The Economist has introduced a new data journalism page into its print edition to better engage with readers through visual storytelling.
"Data-driven stories make it into various sections of The Economist but we struggle to present them in a visual space within the newspaper," said Alex Selby-Boothroyd, head of data, The Economist.
"The rest of the paper is quite dense with text, but now we have been given a dedicated section to tell a chosen story visually."
The first edition, which was published on 20 October, is based on how private businesses and rising powers are replacing the cold-war duopoly in today's space race, where the publisher's data team have produced a visualisation of every launch from Sputnik to SpaceX.
In a recent public survey from earlier this year, 73 per cent of respondents said they wanted a regular spotlight piece on one piece of in-depth data journalism.
"When choosing a story, our aim is to find something current and interesting but not too newsy – otherwise it will be covered elsewhere in the publication," he said.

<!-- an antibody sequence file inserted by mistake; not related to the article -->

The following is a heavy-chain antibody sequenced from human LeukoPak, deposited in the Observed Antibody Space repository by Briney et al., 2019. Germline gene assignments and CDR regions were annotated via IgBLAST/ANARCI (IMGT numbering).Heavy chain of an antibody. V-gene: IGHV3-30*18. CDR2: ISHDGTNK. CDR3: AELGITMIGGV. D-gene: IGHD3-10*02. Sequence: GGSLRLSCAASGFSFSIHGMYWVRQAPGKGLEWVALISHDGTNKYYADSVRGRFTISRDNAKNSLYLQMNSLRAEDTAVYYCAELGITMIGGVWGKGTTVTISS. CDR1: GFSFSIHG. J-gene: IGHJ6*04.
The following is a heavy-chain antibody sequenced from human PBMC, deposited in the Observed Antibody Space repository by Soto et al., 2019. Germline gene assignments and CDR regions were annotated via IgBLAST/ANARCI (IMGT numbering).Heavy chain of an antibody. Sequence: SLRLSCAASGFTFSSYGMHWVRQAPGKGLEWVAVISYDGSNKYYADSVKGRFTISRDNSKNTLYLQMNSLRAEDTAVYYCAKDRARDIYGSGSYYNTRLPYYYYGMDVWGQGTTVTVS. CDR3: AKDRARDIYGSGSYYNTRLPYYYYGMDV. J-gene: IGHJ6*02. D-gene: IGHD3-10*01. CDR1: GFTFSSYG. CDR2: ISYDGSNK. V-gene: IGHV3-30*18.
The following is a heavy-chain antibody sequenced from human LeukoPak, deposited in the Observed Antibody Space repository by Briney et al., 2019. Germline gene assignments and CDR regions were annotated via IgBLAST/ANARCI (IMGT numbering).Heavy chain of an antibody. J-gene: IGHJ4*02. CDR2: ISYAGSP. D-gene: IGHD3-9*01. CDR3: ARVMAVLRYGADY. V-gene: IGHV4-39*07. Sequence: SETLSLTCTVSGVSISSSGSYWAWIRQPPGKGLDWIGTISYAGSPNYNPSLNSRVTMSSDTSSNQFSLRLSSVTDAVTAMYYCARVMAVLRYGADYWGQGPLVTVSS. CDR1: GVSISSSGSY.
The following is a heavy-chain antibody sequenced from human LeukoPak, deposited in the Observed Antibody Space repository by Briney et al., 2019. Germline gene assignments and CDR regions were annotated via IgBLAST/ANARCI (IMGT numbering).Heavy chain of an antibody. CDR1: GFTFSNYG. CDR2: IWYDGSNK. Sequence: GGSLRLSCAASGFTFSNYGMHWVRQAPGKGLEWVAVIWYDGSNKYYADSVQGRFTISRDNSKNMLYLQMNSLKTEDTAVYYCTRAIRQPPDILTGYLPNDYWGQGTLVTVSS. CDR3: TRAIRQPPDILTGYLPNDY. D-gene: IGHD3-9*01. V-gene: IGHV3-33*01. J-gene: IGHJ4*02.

"The data team, which was formed in 2015, has always produced data driven stories but has generally only had space for 1 or 2 small charts."
"Online, our readers are used to data visualisation, and we have seen through our surveys that they want more."
It is hoped the introduction of 'Graphic detail', along with other updates such as a change in typefaces, page furniture and revised cartographic styles, will align the print edition’s look and feel with the rest of The Economist’s product line.
We are discussing adapting to new business models for news organisations at our upcoming Newsrewired conference on 7 November
Free daily newsletter
- Ed Conway, economics editor at Sky News, on data and AR in the US election coverage
- How to take your audience engagement up a notch in a pandemic: #NISAudience takeaways
- Tip: A complete guide to data visualisation
- "Mass customisation" of neighbourhood data can help hyperlocal news become more sustainable
- World News Day: seven stand-out pieces of journalism in 2020